What will happen to my Bank records when I am Bankrupt in UK

If you are declared bankrupt in UK your credit ratings and bank accounts can be severely affected because of your bankruptcy. There are several types of restrictions that you can be subjected to and you would need professional help and advice to handle the situation.

When a UK court declares you a bankrupt, you may be restricted from using your bank accounts, credit cards and cheque books. You will have to hand over these instruments to the Official Receiver appointed by the court.

Intimation will be sent to your bank or other financial organisations about your bankruptcy and they will freeze your accounts. Even your joint accounts will meet the same fate. When your accounts will be frozen, you will be debarred from making or receiving payments using your bank accounts. If there be any standing orders, it will be too affected because of your account’s freezing. In such a case, you would have to find an alternative option to pay your bills, if any.

What will happen to the money in your accounts?

Following your bankruptcy, the court appoints an Official Receiver or a trustee to supervise your bankruptcy affairs. This person gets control on your all assets. You will have no control on your properties, shares and all assets. The money in your bank account will be handled by the official receiver who will use it to repay your debts.

However, you can request your Official Receiver to release some amount in the following cases:
Requesting money for your urgent domestic needs such as, buying food, medicines or paying electricity bill etc.
Requesting your partner’s share that is held in a joint bank account.
If you owe money to your bank

If you owe money in forms of an overdraft or a bank loan to your bank, after bankruptcy they go with your creditors. Once you are declared a bankrupt, you can’t make payments to your creditors directly and they can’t ask for any payments from you either.

Once you are declared bankrupt, you will not be allowed to make payments to your creditors directly. Your creditors will also not ask payments from you. The Official Receiver appointed by the court will take care of the money in your account and will distribute the money among your creditors.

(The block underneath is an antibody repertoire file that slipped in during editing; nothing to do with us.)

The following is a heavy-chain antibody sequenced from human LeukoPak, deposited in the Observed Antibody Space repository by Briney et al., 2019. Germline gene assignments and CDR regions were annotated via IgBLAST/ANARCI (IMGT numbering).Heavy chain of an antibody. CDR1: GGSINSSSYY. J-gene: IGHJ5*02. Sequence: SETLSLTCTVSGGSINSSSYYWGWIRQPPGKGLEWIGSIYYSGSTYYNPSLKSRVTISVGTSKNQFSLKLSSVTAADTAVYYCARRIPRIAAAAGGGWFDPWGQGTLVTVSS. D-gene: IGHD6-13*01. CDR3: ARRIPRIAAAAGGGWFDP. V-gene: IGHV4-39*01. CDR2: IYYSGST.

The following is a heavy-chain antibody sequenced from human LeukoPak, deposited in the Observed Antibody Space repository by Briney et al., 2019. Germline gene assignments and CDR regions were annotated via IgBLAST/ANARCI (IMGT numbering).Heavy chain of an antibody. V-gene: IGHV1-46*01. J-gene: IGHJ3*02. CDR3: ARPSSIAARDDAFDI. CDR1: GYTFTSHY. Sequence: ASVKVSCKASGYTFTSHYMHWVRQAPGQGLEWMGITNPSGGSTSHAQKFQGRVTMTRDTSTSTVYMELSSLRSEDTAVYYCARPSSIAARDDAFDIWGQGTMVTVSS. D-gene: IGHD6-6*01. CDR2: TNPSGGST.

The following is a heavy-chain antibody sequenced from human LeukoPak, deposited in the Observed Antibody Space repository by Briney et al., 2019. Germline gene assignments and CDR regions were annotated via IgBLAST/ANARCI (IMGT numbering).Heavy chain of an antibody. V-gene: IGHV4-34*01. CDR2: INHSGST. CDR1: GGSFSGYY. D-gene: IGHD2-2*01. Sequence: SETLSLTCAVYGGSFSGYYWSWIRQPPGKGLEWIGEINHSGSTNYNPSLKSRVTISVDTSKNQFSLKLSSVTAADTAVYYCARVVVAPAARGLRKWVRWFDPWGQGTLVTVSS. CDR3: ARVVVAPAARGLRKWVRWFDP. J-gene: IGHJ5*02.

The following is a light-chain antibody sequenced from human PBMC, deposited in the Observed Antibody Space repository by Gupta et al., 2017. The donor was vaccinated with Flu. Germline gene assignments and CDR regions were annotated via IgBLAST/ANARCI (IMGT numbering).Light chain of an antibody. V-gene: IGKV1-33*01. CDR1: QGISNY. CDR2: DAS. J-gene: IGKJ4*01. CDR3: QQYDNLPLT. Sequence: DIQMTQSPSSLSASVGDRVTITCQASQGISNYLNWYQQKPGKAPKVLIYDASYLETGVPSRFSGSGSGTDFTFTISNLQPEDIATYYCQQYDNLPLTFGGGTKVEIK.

Impacts of bankruptcy on mortgages and secured loans on your home

When you go bankrupt, it’s the responsibility of the Official Receiver to pay for your bankruptcy debts. If your home is the only asset that can be used to raise some funds for paying to your creditors, the Official Receiver will resort to this option only. He will try to repay your mortgages or secured loans from the proceeds realized from the sale of your home.

Bankruptcy and your credit rating

Once you are declared bankrupt, the bankruptcy details are mentioned in your credit file. This may affect your credit score and lenders may find your credit ratings poor for awarding you any type of credit. Your bankruptcy details will determine your suitability for borrowings and credit. If you have a poor credit rating, lenders will show little interest in giving you any credit.

Your bankruptcy details will become a part of your credit file as soon as you are declared bankrupt and it will be there for six years. After completion of this period, this will be automatically removed from your credit file. In order to check your credit file and your present credit score, you may write to the credit reference agencies or get help of any independent debt adviser.

Bankruptcy and managing your money

Once you are declared bankrupt, it’s with your current bank to decide if you will be allowed to keep using your bank accounts. They may restrict you from using certain facilities and very limited number of options will be available to you. You will have to respect these restrictions imposed upon you in order to use your bank account. During your bankruptcy period, you need to obey the following restrictions:
If you intend to borrow an amount more than £500, you must tell the lender that you are bankrupt. If you borrow the amount without telling the lender about your bankruptcy status, it can be considered as a bankruptcy offence.
While trying to open a new account, you need to tell the lender that you are bankrupt.
When you open any new account, you need to inform about this to your Official Receiver. He may ask about the amount you have in your new accounts and you need to tell him about this truthfully.

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